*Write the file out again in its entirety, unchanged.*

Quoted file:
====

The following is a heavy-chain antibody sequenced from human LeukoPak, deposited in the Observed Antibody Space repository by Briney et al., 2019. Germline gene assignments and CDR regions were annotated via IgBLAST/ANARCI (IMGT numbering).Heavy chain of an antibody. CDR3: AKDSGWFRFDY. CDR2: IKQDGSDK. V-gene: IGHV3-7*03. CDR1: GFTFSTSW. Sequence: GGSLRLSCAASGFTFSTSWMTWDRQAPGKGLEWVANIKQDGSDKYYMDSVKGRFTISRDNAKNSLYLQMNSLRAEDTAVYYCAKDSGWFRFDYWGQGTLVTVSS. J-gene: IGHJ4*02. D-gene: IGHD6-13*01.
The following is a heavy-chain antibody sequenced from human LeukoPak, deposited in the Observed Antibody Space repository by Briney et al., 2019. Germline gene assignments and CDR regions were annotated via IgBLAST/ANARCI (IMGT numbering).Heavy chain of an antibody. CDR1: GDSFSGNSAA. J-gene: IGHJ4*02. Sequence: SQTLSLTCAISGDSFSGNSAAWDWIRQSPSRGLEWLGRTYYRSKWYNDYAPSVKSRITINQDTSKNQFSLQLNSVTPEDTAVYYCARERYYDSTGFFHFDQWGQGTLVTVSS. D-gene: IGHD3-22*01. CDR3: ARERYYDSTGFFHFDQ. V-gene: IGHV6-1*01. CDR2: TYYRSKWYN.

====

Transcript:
The following is a heavy-chain antibody sequenced from human LeukoPak, deposited in the Observed Antibody Space repository by Briney et al., 2019. Germline gene assignments and CDR regions were annotated via IgBLAST/ANARCI (IMGT numbering).Heavy chain of an antibody. CDR3: AKDSGWFRFDY. CDR2: IKQDGSDK. V-gene: IGHV3-7*03. CDR1: GFTFSTSW. Sequence: GGSLRLSCAASGFTFSTSWMTWDRQAPGKGLEWVANIKQDGSDKYYMDSVKGRFTISRDNAKNSLYLQMNSLRAEDTAVYYCAKDSGWFRFDYWGQGTLVTVSS. J-gene: IGHJ4*02. D-gene: IGHD6-13*01.
The following is a heavy-chain antibody sequenced from human LeukoPak, deposited in the Observed Antibody Space repository by Briney et al., 2019. Germline gene assignments and CDR regions were annotated via IgBLAST/ANARCI (IMGT numbering).Heavy chain of an antibody. CDR1: GDSFSGNSAA. J-gene: IGHJ4*02. Sequence: SQTLSLTCAISGDSFSGNSAAWDWIRQSPSRGLEWLGRTYYRSKWYNDYAPSVKSRITINQDTSKNQFSLQLNSVTPEDTAVYYCARERYYDSTGFFHFDQWGQGTLVTVSS. D-gene: IGHD3-22*01. CDR3: ARERYYDSTGFFHFDQ. V-gene: IGHV6-1*01. CDR2: TYYRSKWYN.